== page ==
“Pakistan does not need counsel by any individual country how to protect the rights of its minorities… there are serious questions on the credentials and impartiality of the self proclaimed jury involved in this unwarranted exercise,” the Foreign Ministry said Wednesday in a strongly-worded statement.

The reaction comes a day after Secretary of State Mike Pompeo announced his designation of “countries of particular concern” that allegedly have engaged in or tolerated ”systematic, ongoing, and egregious violations of religious freedom.”

Freedom Violations

The countries on the blacklist are exposed to punitive sanctions, but Pompeo waived them for Pakistan, citing U.S. national interests.

Pakistan had until now been on a U.S. watch list for governments that have “engaged in or tolerated” severe violations of religious freedom.

Pakistan
Pakistani volunteers collect debris from an Ahmadi mosque demolished by an angry mob, in the eastern city of Sialkot. VOA

While rebuking Tuesday’s U.S. pronouncement as “unilateral and politically motivated,” the Pakistani Foreign Ministry noted Pakistan is “a multi-religious and pluralistic society” of more than 200 million people, mostly Muslims.

“Around four percent of our total population comprises citizens belonging to Christian, Hindu, Buddhists and Sikh faiths. Ensuring equal treatment of minorities and their enjoyment of human rights without any discrimination is the cardinal principle of the Constitution of Pakistan,” it said.

Ahmadis most persecuted community

The statement did not mention the Ahmadi sect, which critics say is the most persecuted minority in Pakistan. The constitution bars the community from “posing as Muslims” and from calling their worship places “mosques.”

U.S. Ambassador at Large for International Religious Freedom Sam Brownback while defending downgrading of Pakistan reiterated Tuesday the challenges facing the Ahmadi community.

USA, Pakistan
Ambassador-at-Large for International Religious Freedom Sam Brownback, speaks to reporters at the State Department in Washington. VOA

“The Pakistani government criminalizes the identification of Ahmadis as Muslims, and then also — and this one has really been difficult and troubling for a lot of people — the government often fails to hold accountable perpetrators of killings and violence against members of religious minorities targeted on account of their religious beliefs or affiliations,” said Brownback.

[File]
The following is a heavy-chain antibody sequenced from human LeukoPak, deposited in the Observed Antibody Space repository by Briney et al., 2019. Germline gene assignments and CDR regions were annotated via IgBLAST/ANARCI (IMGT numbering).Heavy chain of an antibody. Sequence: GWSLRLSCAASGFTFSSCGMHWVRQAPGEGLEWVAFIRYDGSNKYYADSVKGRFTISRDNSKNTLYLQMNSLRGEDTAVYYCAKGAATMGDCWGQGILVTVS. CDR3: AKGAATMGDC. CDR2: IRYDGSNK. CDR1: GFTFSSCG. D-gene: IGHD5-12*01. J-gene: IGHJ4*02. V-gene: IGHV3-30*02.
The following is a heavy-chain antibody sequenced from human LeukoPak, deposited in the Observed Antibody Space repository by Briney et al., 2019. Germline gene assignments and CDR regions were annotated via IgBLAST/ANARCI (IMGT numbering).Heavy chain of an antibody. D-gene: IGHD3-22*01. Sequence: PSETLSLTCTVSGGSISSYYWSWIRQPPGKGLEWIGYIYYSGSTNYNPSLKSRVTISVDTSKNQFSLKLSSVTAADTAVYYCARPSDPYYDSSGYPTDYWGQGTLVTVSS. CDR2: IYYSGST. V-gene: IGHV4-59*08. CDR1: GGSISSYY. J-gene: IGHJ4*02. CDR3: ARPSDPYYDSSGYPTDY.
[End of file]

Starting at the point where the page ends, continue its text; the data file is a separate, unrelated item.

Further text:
Blasphemy laws

He cited, among other things, Pakistan’s blasphemy laws as a cause for the downgrade of the country’s religious freedom ranking. The laws prescribe the death penalty for those found guilty.

Rights groups have long complained Islamist groups misuse the law to intimidate minorities in the country.

Insulting Islam or its prophet is an extremely sensitive issue in Pakistan where mere allegations have led to mob lynchings. A former provincial governor, a federal minister, judges and lawyers are among those assassinated in Pakistan by extremists merely for calling for reform of the blasphemy laws to prevent their misuse or for hearing cases and defending alleged blasphemers.

Asia Bibi

In a historic judgement this past October, Pakistan’s Supreme Court acquitted a Christian woman, Asia Bibi, who had been on death row for eight years after being convicted of insulting the Prophet Mohammad. The women denied the charges from the outset as an outcome of a local feud and the country’s highest court cited lack of evidence in overturning her conviction by a lower court.

Pakistan
Radical Islamists rally to condemn a Supreme Court decision that acquitted Asia Bibi, a Christian woman, who spent eight years on death row accused of blasphemy, in Karachi, Pakistan. VOA

Bibi and her family have been in hiding since her release. Her lawyer fled Pakistan shortly after the landmark court ruling announced on October 31, saying his life was in danger.

Bibi is awaiting a rehearing of her case by the Supreme Court and is residing in a safe place under government protection, say Pakistani officials.

Pakistan also arrested hundreds of Islamist activists and their leaders last month for staging days of mass violent protests to denounce the court for freeing Bibi.

Also Read: Muslims in Malaysia Rally In Kuala Lumpur To Keep Status

The government has charged the detainees with treason and terrorism and officials have vowed to put them on trial in special courts.

“It’s our hope that they will, the new leadership in Pakistan, will work to improve the situation. There was some encouraging signs seen recently on how they’ve handled some of the recent protesting against the blasphemy laws, and we continue to watch very carefully what’s happening to Asia Bibi,” said Brownback.

China, Eritrea, Iran, Myanmar, North Korea, Sudan, Saudi Arabia, Tajikistan and Turkmenistan are also included in the U.S. list of countries accused of committing severe violations of religious freedom. (VOA)